Apologies, yet another newbie!!

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Apr 2, 2002
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New York
pH is a bit of a strange thing. Sometimes it matter and sometimes it doesn't. For the most part once can assume the harder that water is, the higher the pH tends to be and vice versa. But there are exceptions.

KH is what keeps pH high. One can not lower pH without dealing with KH. Thins of is as a sponge which absorbs acid. When the sponge is full, the pH can drop drastically. We normally do not worry about pH except for two things. The first is when we change water parameters. Even if this is not done for a pH reason, the pH will likely be changed. The second is why we do water changes. KH gets used up over time. For one, the nitrifying bacteria use is as an inorganic carbon source. Regular water changes usually replace it. So we really do not think about KH until there as a reason to check it. Fish themselves have no KH requirement.

I have one tank I run at a pH of 6.0 and TDS in the 60 ppm range. WHen it was first stocked it was 4.2 and 30 ppm. For that tank KH matters and I use RO/DI water even though mine is neutral and softish to start.
 
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Ch4rlie

AC Members
Sep 18, 2021
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Oxfordshire, UK
Interesting.

I guess it entirely depends on the species of livestock you wish to keep, particularly wild caught where the pH can be far lower that your water supply, so using RO/DI makes sense in this instance.

But if buying livestock from a local breeder / LFS then the pH should be roughly the same as in your home, so in this instance the general hardness may matter more as LFS tends to soften their water with their water system for all the types of livestock they tend to stock, so using tap water may be too hard so a mix of tap and RO would be the ideal perhaps until said fish you purchased and in your tank has '"adapted" to your water source over a number of week/months depending on the livestock specie presumably.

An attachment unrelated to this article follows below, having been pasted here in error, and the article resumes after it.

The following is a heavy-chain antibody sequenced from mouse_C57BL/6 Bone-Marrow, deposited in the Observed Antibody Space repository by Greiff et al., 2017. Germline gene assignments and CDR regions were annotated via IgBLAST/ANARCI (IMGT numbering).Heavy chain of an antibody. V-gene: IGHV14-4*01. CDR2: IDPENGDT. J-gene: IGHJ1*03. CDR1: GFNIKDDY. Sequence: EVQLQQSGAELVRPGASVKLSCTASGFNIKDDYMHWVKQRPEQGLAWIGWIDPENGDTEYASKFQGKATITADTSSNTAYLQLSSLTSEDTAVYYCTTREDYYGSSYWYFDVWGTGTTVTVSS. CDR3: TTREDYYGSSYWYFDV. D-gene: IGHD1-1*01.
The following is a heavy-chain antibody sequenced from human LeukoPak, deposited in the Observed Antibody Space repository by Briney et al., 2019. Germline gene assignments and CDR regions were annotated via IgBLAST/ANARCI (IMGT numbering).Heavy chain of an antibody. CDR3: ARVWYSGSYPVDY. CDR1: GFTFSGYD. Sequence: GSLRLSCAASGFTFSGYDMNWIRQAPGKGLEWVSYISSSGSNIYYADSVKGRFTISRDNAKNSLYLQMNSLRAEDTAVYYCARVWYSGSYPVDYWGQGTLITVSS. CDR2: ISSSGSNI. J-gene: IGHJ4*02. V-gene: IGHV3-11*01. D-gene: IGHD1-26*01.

Just a hypothesis from top of my head is all.
 

Ch4rlie

AC Members
Sep 18, 2021
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Oxfordshire, UK
Again, sorry if I missed it, but do you intend to keep fish, plants, etc that require a specific pH? Reason I ask and I'm sure you know this, but fish you buy locally are already going to be adapted to the pH that comes out of your tap. If you keep up on regular water changes, your pH should always match what's coming out of the tap. In my opinion, the last thing I'd want to do is target a pH different from my source water if I didn't have to.
No need for apologies, I did mention I would like to have some coryadoras, in particular Habrosus as wanted some of those for a long time and have had hard water and cories being soft water specie made it unlikely they would thrive in my tap water if left as is.

Hence my questions on RO/DI systems etc.

Sometimes LFS softens their water to suit their livestock that they currently stock, LFS tend to have a fairly complex water system that feeds on their tanks from one or two large filter so hence my assumption they must soften the water for the mixed variety of livestock species. I may be wrong in this tbh.

That being said, I'm a complete amateur compared to TTA, fishorama and noodle cats, therefore I would go with what they suggest given they've been at this longer than I.
I too am a complete amateur, in fact more like a newbie especially compared to TTA!! 😄
 
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